Whisper is a company that blew it, big time. In theory, you can use it to anonymously send electronic postcards, and to receive replies. This generates lots of sharing of very private or sensitive information. Whisper generates money by curating the content that transits through them, and forming partnerships with news organisations. While Guardian journalists were at their HQ to investigate a potential business deal, the sales pitch they received markedly differed from the pitch normally given to users: Whisper commits egregious and numerous violations of privacy, or at least of the privacy levels promised in their own Terms of Service. Journalists have thicker legitimacy in society, and indeed in this case they really had to make public some of this information: some data was monitored by the US military, a clear no-no for a service used by some for whistleblowing. Judging from the pictures included in the article, the Guardian was there because it was interested in leaks of information from sensitive locations, but must have quickly determined that the legitimacy of Whisper was much too thin to actually partner with. When this came out, the Whisper crew basically tried to accuse the journalists of grave violations of their own ethical standards (inventing characters, quotes, situations). That is not working out so well for Whisper right now.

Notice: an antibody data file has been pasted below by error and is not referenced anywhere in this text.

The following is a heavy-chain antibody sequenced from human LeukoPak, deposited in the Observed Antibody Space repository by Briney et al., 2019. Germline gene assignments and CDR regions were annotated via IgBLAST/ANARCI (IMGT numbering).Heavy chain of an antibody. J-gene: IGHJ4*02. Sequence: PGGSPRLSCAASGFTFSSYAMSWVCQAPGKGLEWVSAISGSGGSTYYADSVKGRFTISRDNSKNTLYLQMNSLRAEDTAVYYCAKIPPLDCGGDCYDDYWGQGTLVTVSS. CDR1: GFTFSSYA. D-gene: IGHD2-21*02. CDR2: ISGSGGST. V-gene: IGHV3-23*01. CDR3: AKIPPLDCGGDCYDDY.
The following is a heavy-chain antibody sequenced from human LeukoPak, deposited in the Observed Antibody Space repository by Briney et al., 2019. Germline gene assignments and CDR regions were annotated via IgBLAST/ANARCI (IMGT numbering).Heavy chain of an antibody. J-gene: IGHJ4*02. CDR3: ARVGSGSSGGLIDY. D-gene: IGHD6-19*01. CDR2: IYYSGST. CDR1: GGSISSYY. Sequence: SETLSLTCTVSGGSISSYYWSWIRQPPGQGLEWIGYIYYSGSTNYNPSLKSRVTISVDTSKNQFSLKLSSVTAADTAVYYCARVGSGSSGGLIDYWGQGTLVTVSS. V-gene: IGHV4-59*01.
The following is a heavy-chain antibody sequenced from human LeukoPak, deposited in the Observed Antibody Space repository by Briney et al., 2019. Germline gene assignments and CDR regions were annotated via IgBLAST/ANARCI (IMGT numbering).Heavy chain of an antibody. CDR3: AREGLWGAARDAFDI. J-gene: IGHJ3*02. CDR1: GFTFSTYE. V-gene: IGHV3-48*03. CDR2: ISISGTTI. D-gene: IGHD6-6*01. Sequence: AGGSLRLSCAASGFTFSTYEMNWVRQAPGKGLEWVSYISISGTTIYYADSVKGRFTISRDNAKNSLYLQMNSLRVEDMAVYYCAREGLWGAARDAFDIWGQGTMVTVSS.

Do we need to talk about Facebook? It has a history of eroding the public notion of privacy. While Zuckerberg now says that "Privacy is an evolving social norm", this statement hides that he very personally created this situation. He also said: "Move fast and break things. Unless you are breaking things you are not moving fast enough" and even earlier "They trust me - dumb fucks". By intentionally breaking up parts of his own product repeatedly, he was able to lull the general public (or at least a significant enough portion of it) into compliance.